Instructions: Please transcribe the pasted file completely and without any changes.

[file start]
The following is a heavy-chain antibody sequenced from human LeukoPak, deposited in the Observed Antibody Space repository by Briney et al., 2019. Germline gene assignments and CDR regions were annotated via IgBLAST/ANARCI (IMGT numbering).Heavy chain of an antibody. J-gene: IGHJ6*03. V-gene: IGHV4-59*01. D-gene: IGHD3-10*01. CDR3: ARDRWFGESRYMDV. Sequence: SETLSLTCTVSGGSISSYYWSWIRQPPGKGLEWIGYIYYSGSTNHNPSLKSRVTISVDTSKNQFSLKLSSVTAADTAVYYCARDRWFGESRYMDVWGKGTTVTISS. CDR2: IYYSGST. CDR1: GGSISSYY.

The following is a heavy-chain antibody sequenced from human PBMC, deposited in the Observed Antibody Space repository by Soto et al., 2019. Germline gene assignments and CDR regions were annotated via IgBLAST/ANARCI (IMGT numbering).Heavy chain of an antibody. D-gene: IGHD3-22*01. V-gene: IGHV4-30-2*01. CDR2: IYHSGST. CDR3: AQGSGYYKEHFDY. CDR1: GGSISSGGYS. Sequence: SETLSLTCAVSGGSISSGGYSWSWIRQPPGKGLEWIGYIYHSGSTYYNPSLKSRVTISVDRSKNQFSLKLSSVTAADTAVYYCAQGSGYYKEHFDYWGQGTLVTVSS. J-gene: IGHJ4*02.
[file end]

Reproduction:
The following is a heavy-chain antibody sequenced from human LeukoPak, deposited in the Observed Antibody Space repository by Briney et al., 2019. Germline gene assignments and CDR regions were annotated via IgBLAST/ANARCI (IMGT numbering).Heavy chain of an antibody. J-gene: IGHJ6*03. V-gene: IGHV4-59*01. D-gene: IGHD3-10*01. CDR3: ARDRWFGESRYMDV. Sequence: SETLSLTCTVSGGSISSYYWSWIRQPPGKGLEWIGYIYYSGSTNHNPSLKSRVTISVDTSKNQFSLKLSSVTAADTAVYYCARDRWFGESRYMDVWGKGTTVTISS. CDR2: IYYSGST. CDR1: GGSISSYY.

The following is a heavy-chain antibody sequenced from human PBMC, deposited in the Observed Antibody Space repository by Soto et al., 2019. Germline gene assignments and CDR regions were annotated via IgBLAST/ANARCI (IMGT numbering).Heavy chain of an antibody. D-gene: IGHD3-22*01. V-gene: IGHV4-30-2*01. CDR2: IYHSGST. CDR3: AQGSGYYKEHFDY. CDR1: GGSISSGGYS. Sequence: SETLSLTCAVSGGSISSGGYSWSWIRQPPGKGLEWIGYIYHSGSTYYNPSLKSRVTISVDRSKNQFSLKLSSVTAADTAVYYCAQGSGYYKEHFDYWGQGTLVTVSS. J-gene: IGHJ4*02.